Who owns public spaces?

Theoretically, we all do, but what does this mean? Practically, this means that we all can access public spaces: we constantly use these spaces on our way to work, to meet friends, to shop or otherwise spend our time. We can admire a statue placed in a public part or ask ourselves what a piece of modern art placed on a plaza actually means.

We all play the passive role of consumers of our own city – we can use the city to commute, to shop, to work, but we cannot change or add anything to the public space we all theoretically own. While advertising and graffiti struggle over our attention, most city residents remain invisible.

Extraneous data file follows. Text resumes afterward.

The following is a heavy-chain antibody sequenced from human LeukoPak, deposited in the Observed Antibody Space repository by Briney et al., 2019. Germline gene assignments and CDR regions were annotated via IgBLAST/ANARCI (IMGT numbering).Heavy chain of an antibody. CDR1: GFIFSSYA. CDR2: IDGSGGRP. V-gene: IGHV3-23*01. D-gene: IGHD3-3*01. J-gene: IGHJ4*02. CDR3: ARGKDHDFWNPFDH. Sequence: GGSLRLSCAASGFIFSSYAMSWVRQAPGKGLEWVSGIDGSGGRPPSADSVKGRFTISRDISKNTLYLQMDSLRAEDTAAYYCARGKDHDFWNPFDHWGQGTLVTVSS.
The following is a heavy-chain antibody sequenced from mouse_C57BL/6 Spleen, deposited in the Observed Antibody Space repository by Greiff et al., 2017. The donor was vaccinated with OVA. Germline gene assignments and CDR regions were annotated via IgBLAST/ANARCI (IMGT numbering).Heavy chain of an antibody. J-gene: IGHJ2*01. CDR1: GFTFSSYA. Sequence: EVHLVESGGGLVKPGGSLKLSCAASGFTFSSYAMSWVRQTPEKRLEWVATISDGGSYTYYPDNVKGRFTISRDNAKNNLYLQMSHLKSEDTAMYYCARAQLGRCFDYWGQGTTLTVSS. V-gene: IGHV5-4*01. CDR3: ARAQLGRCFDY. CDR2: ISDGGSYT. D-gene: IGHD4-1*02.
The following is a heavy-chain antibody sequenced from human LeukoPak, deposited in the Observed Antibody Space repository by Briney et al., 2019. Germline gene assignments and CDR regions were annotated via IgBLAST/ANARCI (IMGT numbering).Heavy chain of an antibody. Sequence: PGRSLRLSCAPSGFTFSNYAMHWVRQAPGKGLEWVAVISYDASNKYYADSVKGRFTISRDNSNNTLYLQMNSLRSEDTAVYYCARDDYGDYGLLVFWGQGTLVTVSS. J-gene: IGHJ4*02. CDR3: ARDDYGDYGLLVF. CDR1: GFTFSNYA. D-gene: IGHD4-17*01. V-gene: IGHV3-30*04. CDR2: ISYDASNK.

Now imagine another city – a city whose public spaces carry messages of its residents, whose landscapes are created and recreated as an ever-changing collage of multiple voices. In this city, public spaces are genuinely public – visit them, and you’ll encounter the worlds of people who live in the city; leave your own contribution, and others will learn something about you, too.

Du bist am Zug is a first step in the direction of this imaginary city. It allows some space for free expression and creativity. Through this first experiment, we hope to demonstrate that public spaces may become interesting, colorful, funny, thought-provoking and touching if people are given the chance to design them with their expressions.